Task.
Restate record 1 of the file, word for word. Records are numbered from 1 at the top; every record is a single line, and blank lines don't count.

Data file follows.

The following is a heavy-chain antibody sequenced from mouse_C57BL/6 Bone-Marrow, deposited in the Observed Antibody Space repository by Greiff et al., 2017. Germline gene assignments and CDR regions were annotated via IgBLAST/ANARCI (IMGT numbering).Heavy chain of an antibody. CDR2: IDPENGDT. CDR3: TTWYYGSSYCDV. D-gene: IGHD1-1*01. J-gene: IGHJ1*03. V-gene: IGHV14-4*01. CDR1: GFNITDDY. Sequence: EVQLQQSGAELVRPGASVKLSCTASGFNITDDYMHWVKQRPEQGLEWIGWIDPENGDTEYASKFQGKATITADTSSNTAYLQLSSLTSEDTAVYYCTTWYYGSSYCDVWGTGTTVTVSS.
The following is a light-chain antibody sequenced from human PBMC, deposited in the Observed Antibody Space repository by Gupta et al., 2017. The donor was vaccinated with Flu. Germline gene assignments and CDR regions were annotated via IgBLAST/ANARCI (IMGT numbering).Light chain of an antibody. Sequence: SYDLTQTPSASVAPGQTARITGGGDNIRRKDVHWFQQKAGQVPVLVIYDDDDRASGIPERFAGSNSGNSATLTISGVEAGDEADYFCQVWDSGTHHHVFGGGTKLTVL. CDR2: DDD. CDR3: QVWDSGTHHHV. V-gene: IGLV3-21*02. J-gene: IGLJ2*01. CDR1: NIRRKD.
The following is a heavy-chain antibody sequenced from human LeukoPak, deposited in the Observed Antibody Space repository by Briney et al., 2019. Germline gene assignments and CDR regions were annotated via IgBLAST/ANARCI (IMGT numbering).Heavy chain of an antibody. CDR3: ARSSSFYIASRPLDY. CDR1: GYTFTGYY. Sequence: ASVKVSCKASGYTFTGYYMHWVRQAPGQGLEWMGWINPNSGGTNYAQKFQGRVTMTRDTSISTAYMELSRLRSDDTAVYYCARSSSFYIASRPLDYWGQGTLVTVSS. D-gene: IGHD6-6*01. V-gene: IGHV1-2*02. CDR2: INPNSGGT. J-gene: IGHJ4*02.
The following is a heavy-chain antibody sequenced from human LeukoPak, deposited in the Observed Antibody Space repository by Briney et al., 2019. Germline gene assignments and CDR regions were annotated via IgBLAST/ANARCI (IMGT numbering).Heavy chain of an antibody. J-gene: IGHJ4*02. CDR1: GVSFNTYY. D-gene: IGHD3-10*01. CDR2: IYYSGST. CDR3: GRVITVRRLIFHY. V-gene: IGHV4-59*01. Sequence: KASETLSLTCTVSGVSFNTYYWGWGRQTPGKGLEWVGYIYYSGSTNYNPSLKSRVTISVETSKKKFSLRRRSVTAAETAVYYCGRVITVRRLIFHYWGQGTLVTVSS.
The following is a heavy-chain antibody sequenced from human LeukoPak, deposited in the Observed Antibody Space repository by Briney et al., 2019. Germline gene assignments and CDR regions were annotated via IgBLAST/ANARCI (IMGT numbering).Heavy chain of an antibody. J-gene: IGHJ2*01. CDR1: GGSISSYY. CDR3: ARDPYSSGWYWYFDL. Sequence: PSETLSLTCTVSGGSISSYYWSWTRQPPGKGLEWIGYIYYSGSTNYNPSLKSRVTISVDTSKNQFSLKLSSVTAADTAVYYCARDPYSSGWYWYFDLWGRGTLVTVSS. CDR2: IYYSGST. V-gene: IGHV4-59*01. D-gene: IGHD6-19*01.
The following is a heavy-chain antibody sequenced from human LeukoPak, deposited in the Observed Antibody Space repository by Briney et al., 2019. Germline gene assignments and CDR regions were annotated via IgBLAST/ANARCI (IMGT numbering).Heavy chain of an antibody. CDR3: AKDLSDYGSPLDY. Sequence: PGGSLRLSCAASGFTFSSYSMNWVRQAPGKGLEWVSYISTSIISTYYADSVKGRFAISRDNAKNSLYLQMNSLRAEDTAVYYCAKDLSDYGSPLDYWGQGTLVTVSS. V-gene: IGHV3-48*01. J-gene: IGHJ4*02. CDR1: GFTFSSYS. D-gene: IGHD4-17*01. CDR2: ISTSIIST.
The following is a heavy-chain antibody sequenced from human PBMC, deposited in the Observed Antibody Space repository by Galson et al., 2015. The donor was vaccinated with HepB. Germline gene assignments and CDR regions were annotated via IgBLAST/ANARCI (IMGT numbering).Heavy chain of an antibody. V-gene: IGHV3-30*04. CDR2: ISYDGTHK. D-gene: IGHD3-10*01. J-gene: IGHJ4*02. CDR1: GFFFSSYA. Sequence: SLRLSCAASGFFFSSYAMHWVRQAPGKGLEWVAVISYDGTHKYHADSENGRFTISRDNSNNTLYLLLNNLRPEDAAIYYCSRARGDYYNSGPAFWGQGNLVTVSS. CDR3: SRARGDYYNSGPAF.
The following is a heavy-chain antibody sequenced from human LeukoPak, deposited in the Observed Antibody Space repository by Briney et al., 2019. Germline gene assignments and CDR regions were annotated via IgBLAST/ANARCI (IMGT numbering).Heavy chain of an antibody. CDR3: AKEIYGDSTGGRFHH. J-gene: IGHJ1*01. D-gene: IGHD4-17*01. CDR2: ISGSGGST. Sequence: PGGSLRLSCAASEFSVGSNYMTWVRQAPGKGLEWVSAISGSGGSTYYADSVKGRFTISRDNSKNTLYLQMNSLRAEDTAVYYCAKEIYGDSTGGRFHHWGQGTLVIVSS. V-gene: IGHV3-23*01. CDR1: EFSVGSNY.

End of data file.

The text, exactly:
The following is a heavy-chain antibody sequenced from mouse_C57BL/6 Bone-Marrow, deposited in the Observed Antibody Space repository by Greiff et al., 2017. Germline gene assignments and CDR regions were annotated via IgBLAST/ANARCI (IMGT numbering).Heavy chain of an antibody. CDR2: IDPENGDT. CDR3: TTWYYGSSYCDV. D-gene: IGHD1-1*01. J-gene: IGHJ1*03. V-gene: IGHV14-4*01. CDR1: GFNITDDY. Sequence: EVQLQQSGAELVRPGASVKLSCTASGFNITDDYMHWVKQRPEQGLEWIGWIDPENGDTEYASKFQGKATITADTSSNTAYLQLSSLTSEDTAVYYCTTWYYGSSYCDVWGTGTTVTVSS.